Sunday, 26 May 2013

A Hoy Old Man

We were blessed with a good day for our visit to Orkney and The Old Man of Hoy. A misty morning yielded as the John O'Groats ferry arrived at Lyness on the island of Hoy and the sun broke through. The Highland Council Rangers herded us onto the bus for the journey round the edge of Scapa Flow. Just outside the village we pass the Naval Cemetery, a reminder of the sacrifice paid by many sailors during WWII when Scapa Flow was a major Navy base. The bus then meandered, following the shore as far as Graemsay, the westerly guard island opposite Stromness on the mainland. At that point the bus turned east to cross the wilderness on upland Hoy, past the Dwarfie Stane to Rackwick Bay, nestled between two high headlands. From there the steep climb up the northern headland takes us past the cottage once owned by master of the Queen's music, composer Sir Peter Maxwell Davies currently in hospital in London being treated for lukemia.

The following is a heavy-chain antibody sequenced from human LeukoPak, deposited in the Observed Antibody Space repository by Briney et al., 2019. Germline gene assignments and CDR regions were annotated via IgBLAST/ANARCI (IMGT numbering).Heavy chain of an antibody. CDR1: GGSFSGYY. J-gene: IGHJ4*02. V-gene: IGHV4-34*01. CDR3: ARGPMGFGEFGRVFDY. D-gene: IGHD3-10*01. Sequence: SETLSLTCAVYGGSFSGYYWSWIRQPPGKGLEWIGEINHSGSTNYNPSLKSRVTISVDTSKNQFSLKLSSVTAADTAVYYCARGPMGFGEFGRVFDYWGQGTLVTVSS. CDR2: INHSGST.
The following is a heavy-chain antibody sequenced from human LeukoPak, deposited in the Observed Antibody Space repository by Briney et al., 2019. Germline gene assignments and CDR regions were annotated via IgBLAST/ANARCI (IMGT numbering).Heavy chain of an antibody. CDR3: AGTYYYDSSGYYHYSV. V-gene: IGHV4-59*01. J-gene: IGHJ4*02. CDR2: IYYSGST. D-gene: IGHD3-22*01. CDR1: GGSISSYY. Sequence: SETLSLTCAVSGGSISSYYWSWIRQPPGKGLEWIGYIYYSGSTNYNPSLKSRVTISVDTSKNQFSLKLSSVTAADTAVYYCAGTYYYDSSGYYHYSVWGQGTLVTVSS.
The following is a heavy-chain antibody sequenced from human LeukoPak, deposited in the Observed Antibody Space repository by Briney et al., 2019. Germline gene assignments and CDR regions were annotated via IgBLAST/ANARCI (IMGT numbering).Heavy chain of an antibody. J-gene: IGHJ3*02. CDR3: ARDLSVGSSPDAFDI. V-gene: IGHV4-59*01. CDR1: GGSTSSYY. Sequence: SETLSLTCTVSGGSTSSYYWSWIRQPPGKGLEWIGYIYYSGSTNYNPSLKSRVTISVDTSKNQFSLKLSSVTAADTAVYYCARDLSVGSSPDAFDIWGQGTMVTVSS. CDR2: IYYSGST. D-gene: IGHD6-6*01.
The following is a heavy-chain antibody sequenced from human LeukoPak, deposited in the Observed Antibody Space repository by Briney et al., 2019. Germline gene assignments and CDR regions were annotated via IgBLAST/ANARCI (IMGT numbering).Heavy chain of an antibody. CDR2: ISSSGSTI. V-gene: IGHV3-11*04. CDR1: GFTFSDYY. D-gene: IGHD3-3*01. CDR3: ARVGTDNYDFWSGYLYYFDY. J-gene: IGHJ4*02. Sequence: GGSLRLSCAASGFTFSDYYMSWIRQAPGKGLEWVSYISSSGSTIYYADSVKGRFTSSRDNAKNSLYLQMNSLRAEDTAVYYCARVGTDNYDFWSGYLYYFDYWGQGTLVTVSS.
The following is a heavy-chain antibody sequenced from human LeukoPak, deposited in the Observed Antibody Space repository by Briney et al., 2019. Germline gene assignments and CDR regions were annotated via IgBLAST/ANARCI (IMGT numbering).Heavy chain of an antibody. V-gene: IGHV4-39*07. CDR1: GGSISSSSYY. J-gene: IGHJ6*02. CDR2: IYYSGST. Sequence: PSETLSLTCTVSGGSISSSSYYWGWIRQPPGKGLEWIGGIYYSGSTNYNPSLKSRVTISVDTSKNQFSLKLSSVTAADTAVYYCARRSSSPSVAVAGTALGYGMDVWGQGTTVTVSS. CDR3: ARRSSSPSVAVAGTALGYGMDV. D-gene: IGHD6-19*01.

A well made path heads north towards the final objective, the mighty red sandstone stack standing 450 feet tall on its basalt plinth. It's one of the most famous climbs in the world, first executed in 1966 by Chris Bonnongton, Rusty Baillie and Tom Patey. Nowadays, it is climbed around 50 times a year, including during our visit. The photo shows a climber spreadeagled across the crack that furnishes the main route to the top. The other picture looks north from the stack towards St John's Head, the highest sea cliff in Britain. We ate our picnic lunch overlooking the stack on what was turning out to be the warmest day of the year, an amazing bonus. On the walk back we were entertained by a pair of eagles harassing wildfowl on a lochan.

On the ferry back to John o' Groats we passed the Cantick Head lighthouse that highlights the south east corner of South Walls. We had hoped to spot orcas or dolphins on the sail back across the Pentland Firth but none obliged.

The Glorious Twelfth by Alan Calder- Buy Links

 Also by Alan Calder, The Stuart Agenda published by Willowmoon




  1. Wow, what scenery, Alan. That is truly something you'll never forget.

  2. brilliant article and photos, Alan. And how lucky with the weather!

  3. Thanks Miriam and Lindsay. We did have great weather and the eagle sighting was awesome. Next blog is about a visit to a Highland clearance ruined village. Watch this space. Alan